Verizon Wins Ruling in $9.5 Billion Lawsuit Over Spinoff

Verizon Communications Inc. (VZ) will likely win a lawsuit over the 2006 spinoff of its directory business, a federal judge said after rejecting claims that the business was insolvent at the time of the deal.

The unit, Idearc Inc., had a value of at least $12 billion, and the “only credible evidence” shows the business was solvent when it was spun off, U.S. District Judge A. Joe Fish in Dallas said in a decision yesterday.

Fish ordered U.S. Bancorp, which sued Verizon on behalf of Idearc creditors, to explain why its claims are viable following the ruling on valuation. The judge said it “appears” creditors will be unable to prove their case “so that all of the plaintiff’s remaining legal claims will fail.”

Now named SuperMedia Inc. (SPMD), Idearc completed a bankruptcy reorganization that created a trust to bring lawsuits on behalf of creditors with claims of about $6 billion, according to court papers. Creditors contend the spinoff, designed to generate $9.5 billion for Verizon, left Idearc with so much debt it was insolvent and destined to collapse. It filed for bankruptcy 28 months after the spinoff.

The lawsuit against New York-based Verizon went to trial in October and included testimony from former Verizon chairman and chief executive officer Ivan Seidenberg.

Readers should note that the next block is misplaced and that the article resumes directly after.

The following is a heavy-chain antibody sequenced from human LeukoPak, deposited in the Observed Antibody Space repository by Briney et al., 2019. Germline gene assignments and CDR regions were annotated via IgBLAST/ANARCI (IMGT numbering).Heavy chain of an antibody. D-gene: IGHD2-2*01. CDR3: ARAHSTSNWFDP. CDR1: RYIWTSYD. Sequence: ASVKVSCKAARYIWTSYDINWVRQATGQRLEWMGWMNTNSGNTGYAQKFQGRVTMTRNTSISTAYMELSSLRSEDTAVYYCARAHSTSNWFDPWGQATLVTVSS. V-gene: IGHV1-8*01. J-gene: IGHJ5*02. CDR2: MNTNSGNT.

Photographer: Andrew Harrer/Bloomberg

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Photographer: Andrew Harrer/Bloomberg

Verizon Communications Inc. will likely win a lawsuit over the 2006 spinoff of its directory business, a federal judge said after rejecting claims that the business was insolvent at the time of the deal.

Directory Business

At the trial, Werner Powers, an attorney for Idearc creditors, said that Verizon loaded Idearc with debt and “sent it into the market to die.” He said the directory business was suffering double-digit declines in major urban markets, which was a “canary in the mine shaft” that he said the company hid from investors.

Verizon attorney Reid Figel argued at the trial that the company wasn’t insolvent at the time of the spinoff and had been valued by Wall Street analysts at $12.5 billion to $14.5 billion.

In his ruling, Fish rejected the testimony of Carlyn Taylor, an expert witness for creditors, that Idearc’s value was $8.15 billion, calling her valuation an “outlier.”

“We are gratified that the court found no evidence to sustain the trustee’s allegations,” Verizon spokesman Bill Kula said in a statement. “We look forward to the final resolution of this matter in the near future.”

Powers said in an e-mail that he hadn’t reviewed Fish’s decision.

The case is U.S. Bank National Association v. Verizon Communications Inc., 10-01842, U.S. District Court, Northern District Texas (Dallas).

To contact the reporter on this story: David McLaughlin in New York at dmclaughlin9@bloomberg.net

To contact the editor responsible for this story: John Pickering at jpickering@bloomberg.net

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